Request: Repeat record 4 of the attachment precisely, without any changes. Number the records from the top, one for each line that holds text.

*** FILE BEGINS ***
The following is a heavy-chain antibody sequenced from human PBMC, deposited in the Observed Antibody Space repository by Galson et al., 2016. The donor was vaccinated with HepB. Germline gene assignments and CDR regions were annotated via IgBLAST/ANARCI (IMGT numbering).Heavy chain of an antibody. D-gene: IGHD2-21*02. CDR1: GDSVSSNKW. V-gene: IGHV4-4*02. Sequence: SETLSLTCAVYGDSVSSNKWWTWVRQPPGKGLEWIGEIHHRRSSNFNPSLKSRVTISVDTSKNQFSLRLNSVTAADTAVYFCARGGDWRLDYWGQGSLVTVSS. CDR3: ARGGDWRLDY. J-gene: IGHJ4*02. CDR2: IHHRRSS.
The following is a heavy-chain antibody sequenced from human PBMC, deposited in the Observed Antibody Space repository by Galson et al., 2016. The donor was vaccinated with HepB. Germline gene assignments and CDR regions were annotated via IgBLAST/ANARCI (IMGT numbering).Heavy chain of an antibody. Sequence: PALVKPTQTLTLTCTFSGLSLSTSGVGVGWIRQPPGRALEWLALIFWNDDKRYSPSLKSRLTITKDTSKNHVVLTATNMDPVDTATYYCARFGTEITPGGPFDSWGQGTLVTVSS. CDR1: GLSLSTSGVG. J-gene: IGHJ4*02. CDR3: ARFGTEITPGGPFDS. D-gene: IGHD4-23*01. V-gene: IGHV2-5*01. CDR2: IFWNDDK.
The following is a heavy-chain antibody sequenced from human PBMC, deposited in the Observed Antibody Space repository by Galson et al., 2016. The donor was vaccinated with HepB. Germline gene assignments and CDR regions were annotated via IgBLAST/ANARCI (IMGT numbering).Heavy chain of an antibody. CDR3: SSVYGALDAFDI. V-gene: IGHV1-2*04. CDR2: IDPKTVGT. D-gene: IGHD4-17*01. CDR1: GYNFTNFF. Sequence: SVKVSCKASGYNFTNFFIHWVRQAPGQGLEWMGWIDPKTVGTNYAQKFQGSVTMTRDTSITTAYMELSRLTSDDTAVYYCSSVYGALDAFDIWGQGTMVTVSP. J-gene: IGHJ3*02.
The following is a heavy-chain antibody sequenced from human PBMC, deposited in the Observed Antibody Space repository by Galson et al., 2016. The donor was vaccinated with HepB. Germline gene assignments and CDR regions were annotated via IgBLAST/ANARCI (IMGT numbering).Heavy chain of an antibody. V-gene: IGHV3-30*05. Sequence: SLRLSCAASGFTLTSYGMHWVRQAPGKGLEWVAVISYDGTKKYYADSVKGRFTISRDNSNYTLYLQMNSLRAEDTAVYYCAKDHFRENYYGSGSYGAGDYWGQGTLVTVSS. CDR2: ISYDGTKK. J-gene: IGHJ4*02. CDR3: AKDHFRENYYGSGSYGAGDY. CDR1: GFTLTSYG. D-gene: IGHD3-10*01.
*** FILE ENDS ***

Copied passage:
The following is a heavy-chain antibody sequenced from human PBMC, deposited in the Observed Antibody Space repository by Galson et al., 2016. The donor was vaccinated with HepB. Germline gene assignments and CDR regions were annotated via IgBLAST/ANARCI (IMGT numbering).Heavy chain of an antibody. V-gene: IGHV3-30*05. Sequence: SLRLSCAASGFTLTSYGMHWVRQAPGKGLEWVAVISYDGTKKYYADSVKGRFTISRDNSNYTLYLQMNSLRAEDTAVYYCAKDHFRENYYGSGSYGAGDYWGQGTLVTVSS. CDR2: ISYDGTKK. J-gene: IGHJ4*02. CDR3: AKDHFRENYYGSGSYGAGDY. CDR1: GFTLTSYG. D-gene: IGHD3-10*01.